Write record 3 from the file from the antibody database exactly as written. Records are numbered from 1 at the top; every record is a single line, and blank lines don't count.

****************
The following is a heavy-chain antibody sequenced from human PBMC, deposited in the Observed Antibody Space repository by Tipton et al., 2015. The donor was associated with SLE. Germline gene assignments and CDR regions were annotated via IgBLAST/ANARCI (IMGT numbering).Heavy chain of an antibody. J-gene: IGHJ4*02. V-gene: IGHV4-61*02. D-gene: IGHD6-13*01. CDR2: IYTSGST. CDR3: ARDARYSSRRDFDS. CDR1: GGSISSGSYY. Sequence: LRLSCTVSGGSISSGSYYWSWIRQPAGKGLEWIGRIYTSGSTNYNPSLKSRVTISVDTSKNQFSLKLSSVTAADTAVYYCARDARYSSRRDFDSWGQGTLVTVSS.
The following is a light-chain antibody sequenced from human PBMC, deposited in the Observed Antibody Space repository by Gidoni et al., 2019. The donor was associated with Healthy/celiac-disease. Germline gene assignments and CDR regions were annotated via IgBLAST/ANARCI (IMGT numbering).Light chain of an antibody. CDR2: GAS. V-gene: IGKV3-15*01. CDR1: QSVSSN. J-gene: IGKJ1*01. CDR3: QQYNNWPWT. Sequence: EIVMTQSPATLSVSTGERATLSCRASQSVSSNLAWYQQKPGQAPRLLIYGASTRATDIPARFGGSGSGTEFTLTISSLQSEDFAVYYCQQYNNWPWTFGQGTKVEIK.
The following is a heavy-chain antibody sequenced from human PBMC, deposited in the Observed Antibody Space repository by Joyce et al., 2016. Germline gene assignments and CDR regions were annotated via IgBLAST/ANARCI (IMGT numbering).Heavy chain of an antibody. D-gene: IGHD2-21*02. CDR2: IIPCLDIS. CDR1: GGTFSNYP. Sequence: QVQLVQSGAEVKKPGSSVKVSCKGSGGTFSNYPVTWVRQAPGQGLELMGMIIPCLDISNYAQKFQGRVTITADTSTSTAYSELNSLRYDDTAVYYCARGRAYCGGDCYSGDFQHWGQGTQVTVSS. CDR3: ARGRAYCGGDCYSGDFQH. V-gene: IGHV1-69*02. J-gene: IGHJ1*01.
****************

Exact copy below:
The following is a heavy-chain antibody sequenced from human PBMC, deposited in the Observed Antibody Space repository by Joyce et al., 2016. Germline gene assignments and CDR regions were annotated via IgBLAST/ANARCI (IMGT numbering).Heavy chain of an antibody. D-gene: IGHD2-21*02. CDR2: IIPCLDIS. CDR1: GGTFSNYP. Sequence: QVQLVQSGAEVKKPGSSVKVSCKGSGGTFSNYPVTWVRQAPGQGLELMGMIIPCLDISNYAQKFQGRVTITADTSTSTAYSELNSLRYDDTAVYYCARGRAYCGGDCYSGDFQHWGQGTQVTVSS. CDR3: ARGRAYCGGDCYSGDFQH. V-gene: IGHV1-69*02. J-gene: IGHJ1*01.